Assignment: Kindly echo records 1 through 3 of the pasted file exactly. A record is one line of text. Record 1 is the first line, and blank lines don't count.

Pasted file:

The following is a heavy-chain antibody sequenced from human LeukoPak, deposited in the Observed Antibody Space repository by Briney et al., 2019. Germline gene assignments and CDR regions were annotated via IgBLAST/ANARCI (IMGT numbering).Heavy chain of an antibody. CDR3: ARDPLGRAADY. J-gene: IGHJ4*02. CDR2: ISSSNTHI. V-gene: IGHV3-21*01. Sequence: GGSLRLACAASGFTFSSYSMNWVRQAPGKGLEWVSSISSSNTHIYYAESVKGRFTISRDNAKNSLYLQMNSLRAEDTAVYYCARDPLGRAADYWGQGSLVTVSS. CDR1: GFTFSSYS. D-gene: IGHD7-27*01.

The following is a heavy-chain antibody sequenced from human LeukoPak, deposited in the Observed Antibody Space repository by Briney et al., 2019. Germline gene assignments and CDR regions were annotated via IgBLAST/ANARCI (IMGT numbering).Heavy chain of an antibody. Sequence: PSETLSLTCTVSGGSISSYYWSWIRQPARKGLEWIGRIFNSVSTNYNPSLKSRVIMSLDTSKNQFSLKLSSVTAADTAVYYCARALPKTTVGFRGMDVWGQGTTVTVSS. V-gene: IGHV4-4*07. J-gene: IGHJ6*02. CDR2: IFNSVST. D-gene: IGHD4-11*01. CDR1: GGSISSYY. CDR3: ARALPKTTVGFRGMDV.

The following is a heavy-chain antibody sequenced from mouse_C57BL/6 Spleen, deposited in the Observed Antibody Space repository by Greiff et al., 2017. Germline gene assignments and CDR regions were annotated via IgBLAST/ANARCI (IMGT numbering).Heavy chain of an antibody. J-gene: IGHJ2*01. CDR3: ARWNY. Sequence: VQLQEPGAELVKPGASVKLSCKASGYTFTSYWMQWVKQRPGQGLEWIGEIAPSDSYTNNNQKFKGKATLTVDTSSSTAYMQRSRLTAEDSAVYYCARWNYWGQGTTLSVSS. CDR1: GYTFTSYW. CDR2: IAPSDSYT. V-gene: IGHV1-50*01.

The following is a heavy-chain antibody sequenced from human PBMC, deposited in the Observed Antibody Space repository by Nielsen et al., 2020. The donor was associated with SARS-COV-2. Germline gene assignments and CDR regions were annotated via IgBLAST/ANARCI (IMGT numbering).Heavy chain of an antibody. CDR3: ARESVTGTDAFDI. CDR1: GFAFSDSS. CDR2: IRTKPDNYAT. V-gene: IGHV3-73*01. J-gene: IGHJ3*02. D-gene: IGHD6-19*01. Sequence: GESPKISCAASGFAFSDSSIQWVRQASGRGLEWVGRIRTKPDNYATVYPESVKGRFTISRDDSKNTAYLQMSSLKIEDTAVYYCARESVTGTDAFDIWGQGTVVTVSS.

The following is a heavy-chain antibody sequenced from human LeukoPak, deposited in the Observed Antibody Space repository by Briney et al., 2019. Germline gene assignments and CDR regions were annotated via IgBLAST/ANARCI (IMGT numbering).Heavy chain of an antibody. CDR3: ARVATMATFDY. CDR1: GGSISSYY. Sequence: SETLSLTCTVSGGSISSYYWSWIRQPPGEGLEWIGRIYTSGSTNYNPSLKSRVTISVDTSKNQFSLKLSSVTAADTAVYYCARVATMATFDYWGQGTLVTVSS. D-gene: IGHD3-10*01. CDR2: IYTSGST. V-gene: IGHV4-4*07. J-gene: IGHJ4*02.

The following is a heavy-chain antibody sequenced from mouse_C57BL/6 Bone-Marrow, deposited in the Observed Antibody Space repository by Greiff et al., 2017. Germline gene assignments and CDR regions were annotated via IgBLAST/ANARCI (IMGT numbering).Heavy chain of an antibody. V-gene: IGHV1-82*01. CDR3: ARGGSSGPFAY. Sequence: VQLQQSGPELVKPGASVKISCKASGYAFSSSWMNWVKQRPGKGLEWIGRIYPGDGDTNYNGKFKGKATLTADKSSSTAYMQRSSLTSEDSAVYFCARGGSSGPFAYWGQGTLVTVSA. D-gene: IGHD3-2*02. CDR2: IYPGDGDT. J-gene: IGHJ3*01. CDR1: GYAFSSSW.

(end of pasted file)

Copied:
The following is a heavy-chain antibody sequenced from human LeukoPak, deposited in the Observed Antibody Space repository by Briney et al., 2019. Germline gene assignments and CDR regions were annotated via IgBLAST/ANARCI (IMGT numbering).Heavy chain of an antibody. CDR3: ARDPLGRAADY. J-gene: IGHJ4*02. CDR2: ISSSNTHI. V-gene: IGHV3-21*01. Sequence: GGSLRLACAASGFTFSSYSMNWVRQAPGKGLEWVSSISSSNTHIYYAESVKGRFTISRDNAKNSLYLQMNSLRAEDTAVYYCARDPLGRAADYWGQGSLVTVSS. CDR1: GFTFSSYS. D-gene: IGHD7-27*01.

The following is a heavy-chain antibody sequenced from human LeukoPak, deposited in the Observed Antibody Space repository by Briney et al., 2019. Germline gene assignments and CDR regions were annotated via IgBLAST/ANARCI (IMGT numbering).Heavy chain of an antibody. Sequence: PSETLSLTCTVSGGSISSYYWSWIRQPARKGLEWIGRIFNSVSTNYNPSLKSRVIMSLDTSKNQFSLKLSSVTAADTAVYYCARALPKTTVGFRGMDVWGQGTTVTVSS. V-gene: IGHV4-4*07. J-gene: IGHJ6*02. CDR2: IFNSVST. D-gene: IGHD4-11*01. CDR1: GGSISSYY. CDR3: ARALPKTTVGFRGMDV.

The following is a heavy-chain antibody sequenced from mouse_C57BL/6 Spleen, deposited in the Observed Antibody Space repository by Greiff et al., 2017. Germline gene assignments and CDR regions were annotated via IgBLAST/ANARCI (IMGT numbering).Heavy chain of an antibody. J-gene: IGHJ2*01. CDR3: ARWNY. Sequence: VQLQEPGAELVKPGASVKLSCKASGYTFTSYWMQWVKQRPGQGLEWIGEIAPSDSYTNNNQKFKGKATLTVDTSSSTAYMQRSRLTAEDSAVYYCARWNYWGQGTTLSVSS. CDR1: GYTFTSYW. CDR2: IAPSDSYT. V-gene: IGHV1-50*01.